Recently, ginger has been used in traditional Chinese medicine as an herbal therapy for treating several cardiovascular diseases, however, information on its mechanism of action is limited. The present study assessed the effect of two ginger varieties (Zingiber officinale and Curcuma longa) on the arginase activity, atherogenic index, levels of liver thiobarbituric acid reactive substances (TBARSs), and plasma lipids in rats fed with a high-cholesterol (2%) diet for 14 days. Following the treatment period, it was found that feeding a high-cholesterol diet to rats caused significant (p < 0.05) increases in arginase activity, atherogenic index, levels of TBARS, total cholesterol (TC), triglycerides (TGs), and low-density lipoprotein cholesterol (LDL-C) with a concomitant decrease in high-density lipoprotein cholesterol (HDL-C). However, both ginger and turmeric (2% and 4%) caused significant (p < 0.05) decreases in arginase activity and the atherogenic index, and prevented hypercholesterolemia by decreasing the TC, TGs, and LDL-C while increasing the HDL-C when compared with the controls. In conclusion, dietary supplementation with both types of rhizomes (ginger and turmeric) inhibited arginase activity and prevented hypercholesterolemia in rats that received a high-cholesterol diet. Therefore, these activities of ginger and turmeric represent possible mechanisms underlying its use in herbal medicine to treat several cardiovascular diseases.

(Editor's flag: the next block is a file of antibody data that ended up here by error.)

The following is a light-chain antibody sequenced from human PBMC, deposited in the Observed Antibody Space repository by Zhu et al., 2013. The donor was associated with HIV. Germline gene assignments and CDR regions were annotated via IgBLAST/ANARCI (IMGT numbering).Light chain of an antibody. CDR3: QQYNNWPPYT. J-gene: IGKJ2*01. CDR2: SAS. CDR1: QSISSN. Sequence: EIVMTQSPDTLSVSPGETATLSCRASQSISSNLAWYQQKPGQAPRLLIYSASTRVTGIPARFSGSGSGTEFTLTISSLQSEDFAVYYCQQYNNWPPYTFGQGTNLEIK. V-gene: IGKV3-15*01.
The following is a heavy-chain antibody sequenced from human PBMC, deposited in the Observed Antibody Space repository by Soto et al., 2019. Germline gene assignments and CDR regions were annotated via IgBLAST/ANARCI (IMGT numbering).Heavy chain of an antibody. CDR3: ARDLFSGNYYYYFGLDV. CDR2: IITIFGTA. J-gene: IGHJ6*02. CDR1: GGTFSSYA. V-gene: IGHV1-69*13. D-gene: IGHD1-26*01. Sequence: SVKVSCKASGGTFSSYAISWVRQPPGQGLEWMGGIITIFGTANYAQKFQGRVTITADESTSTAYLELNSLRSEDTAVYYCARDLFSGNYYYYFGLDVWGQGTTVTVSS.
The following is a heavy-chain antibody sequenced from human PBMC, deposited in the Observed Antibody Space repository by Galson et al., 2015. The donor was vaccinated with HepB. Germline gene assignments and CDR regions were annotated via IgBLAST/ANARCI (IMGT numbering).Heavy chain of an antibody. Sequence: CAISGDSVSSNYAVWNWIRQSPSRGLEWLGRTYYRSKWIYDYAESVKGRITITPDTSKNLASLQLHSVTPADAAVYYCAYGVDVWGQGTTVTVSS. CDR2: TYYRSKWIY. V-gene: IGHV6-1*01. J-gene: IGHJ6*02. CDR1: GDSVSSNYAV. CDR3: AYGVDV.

Keywords: Curcuma longa; Zingiber officinale; arginase activity; herbal therapy; hypercholesterolemia.
Copyright © 2015. Published by Elsevier B.V.